Ice Cream Sandwich
Chefs In War And Peace
Today in 1990, Iraq invaded Kuwait, resulting in the first Gulf War. One of the soldiers who served in that war, as a Marine sergeant, was one of our most celebrated chefs: John Besh.
It is National Ice Cream Sandwich Day. My first recollection of ice cream sandwiches is from age eight, when our home in Kenner was served daily by a Red Wing ice cream man who drove his truck right in front of our house. He had two kinds of ice cream sandwiches. One was the oblong kind we see commonly now. The other was square, and at first glance appeared smaller. It was thicker, though, and I soon figured out that it was the better of the two. It was an early episode in discriminating taste.
I keep thinking that some dessert chef should create an ice cream poor boy. Dig it: an elongated profiterole, with layers of different flavors, including chocolate (representing the roast beef), strawberry (tomatoes), and pistachio (lettuce and pickles). Whipped cream for the mayonnaise. Nobody's done it yet--perhaps with good reason.
Annals Of Bon Vivants
Today in 1674 Philippe II, the Duke of Orleans, was born. New Orleans is named for him, because he was running France at the time of the founding of our city. St. Philip Street is named for his patron, although the duke was no saint. He took over as regent of France until Louis XV--who was only five when Louis XIV died--reached maturity. Philippe was a bit of an oddball, alternately brilliant and nutty, forceful and weak. He had a strong liking for the grand style of living Louis XIV epitomized. He was suspected of being homosexual (although he was married and had eight children). The French name for our city, Nouvelle Orleans, is in the feminine form; that's alleged to be a joke about Philippe's flamboyance. Phillipe II's eight years in power were among the most corrupt in French history, which is saying something. Whether that set a standard for his namesake city is something to be considered over glasses of absinthe.
Today in 1967, the New Orleans Saints played their first game against the Rams in Anaheim. It was a pre-season loss for the Saints, 16-7. The stadium food began its long downward descent the same day.
Filetown, Pennsylvania is at the third vertex of an equilateral triangle, about eighty miles on a side, with New York and Philadelphia at the other vertices. Although they pronounce it "file town," looking at the name brings to mind not only tenderloin steak, but also the sassafras powder we put in gumbo. Despite its proximity to such dense urban areas, Filetown is surrounded by large, open farm fields. A dozen or so houses--some rather grand--are on large lots at the intersection of two local roads. The most appealing nearby restaurant is Hartman's Two Family Restaurant, about a mile and a half away.
Today in 1909, the first Lincoln pennies were minted. They were the first U.S. coins to bear the likeness of a real person. In 1909, you could buy many things for a penny. Those days ended sometime in the 1970s. Penny gum machines persisted at least that long. The last one I knew about was at the bus shelter on Carrollton at Claiborne, which dispensed two peppermint Chiclets wrapped in cellophane for a single copper. In the store where I worked as a teenager, a penny would buy Mary Janes, Five-Somes (five chocolate-covered malted milk balls in a cellophane sleeve), or a box of wooden matches for a penny until about 1969. Now pennies are strictly for getting payments exactly right. A lot of cashiers now don't bother, and just round up your change.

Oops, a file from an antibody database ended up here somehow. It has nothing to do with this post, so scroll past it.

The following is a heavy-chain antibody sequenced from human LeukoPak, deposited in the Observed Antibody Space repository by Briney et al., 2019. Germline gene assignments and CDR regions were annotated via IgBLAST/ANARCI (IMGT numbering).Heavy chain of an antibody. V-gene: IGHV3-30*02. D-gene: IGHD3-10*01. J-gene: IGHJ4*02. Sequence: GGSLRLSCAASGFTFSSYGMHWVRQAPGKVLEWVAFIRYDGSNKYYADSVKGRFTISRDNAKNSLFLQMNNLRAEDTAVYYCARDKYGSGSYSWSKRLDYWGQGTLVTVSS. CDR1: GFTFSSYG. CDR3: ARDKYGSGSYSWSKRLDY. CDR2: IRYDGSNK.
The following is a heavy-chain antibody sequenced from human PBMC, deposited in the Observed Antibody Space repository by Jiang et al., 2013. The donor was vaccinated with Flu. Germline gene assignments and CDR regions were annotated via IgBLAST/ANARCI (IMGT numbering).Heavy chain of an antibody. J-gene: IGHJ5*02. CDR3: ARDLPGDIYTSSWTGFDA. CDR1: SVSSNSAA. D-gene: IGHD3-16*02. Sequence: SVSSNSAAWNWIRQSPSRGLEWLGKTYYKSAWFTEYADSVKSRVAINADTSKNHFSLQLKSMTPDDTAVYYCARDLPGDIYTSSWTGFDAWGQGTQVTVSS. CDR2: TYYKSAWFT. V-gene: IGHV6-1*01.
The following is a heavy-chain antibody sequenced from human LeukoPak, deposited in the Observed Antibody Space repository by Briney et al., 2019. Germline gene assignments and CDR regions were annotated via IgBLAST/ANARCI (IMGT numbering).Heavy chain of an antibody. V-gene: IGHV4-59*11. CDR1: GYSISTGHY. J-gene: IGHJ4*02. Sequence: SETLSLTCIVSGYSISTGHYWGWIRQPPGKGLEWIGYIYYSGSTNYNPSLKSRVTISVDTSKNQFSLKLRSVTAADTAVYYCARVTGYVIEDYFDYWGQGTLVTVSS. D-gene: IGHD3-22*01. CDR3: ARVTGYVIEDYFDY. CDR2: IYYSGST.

Annals Of Canning
Today in 1904, Michael Owen was granted a patent for a glass-shaping machine. That invention gave rise to the widespread use of glass jars for food storage and marketing.
hollandaise, n.--One of the French "mother" sauces from which many other sauces are built, hollandaise stands on its own as well. It's a thick, pale-yellow emulsion of beaten eggs and butter, flavored with lemon juice or vinegar and a pinch of cayenne. The modern form of hollandaise seems only to have come together in the mid-1800s--recent by French standards. It got its name from its use in dishes that were characterized as Dutch. Hollandaise is the bicycle of sauces: tricky to master, but once you get the technique you never forget. Classically, the eggs are beaten with the lemon juice in a bowl over gentle heat, which cooks them very lightly and causes them to thicken. Whole butter--softened but not melted--is whisked into the eggs, about two-thirds of a stick to an egg yolk. Hollandaise is used on many dishes, most famously poached eggs. That's odd, really: it amounts to eggs on eggs. It may reach its peak of usefulness as a sauce for poached fish.
Kevin Bacon was married today to Kyra Sedgwick, in 1992. . . Dutch superstar chef Herman Von Ham passed away today in 2012. His specialty was asparagus dishes, of which he created dozens.
Words To Eat By
"Watermelon—it's a good fruit. You eat, you drink, you wash your face."--Enrico Caruso, famed operatic tenor, who died today in 1921.
"We have never been a melting pot. The fact is we are more like a tossed salad. We are green, some of us are oily and there's a little vinegar injected when you get up to Ottawa."--Arnold Edinborough, Canadian writer, speaking about Canada. He was born on this date in 1922.
Words To Drink By
"If four or five guys tell you that you're drunk, even though you know you haven't had a thing to drink, the least you can do is to lie down a little while."--Joseph Schenck, early American film producer.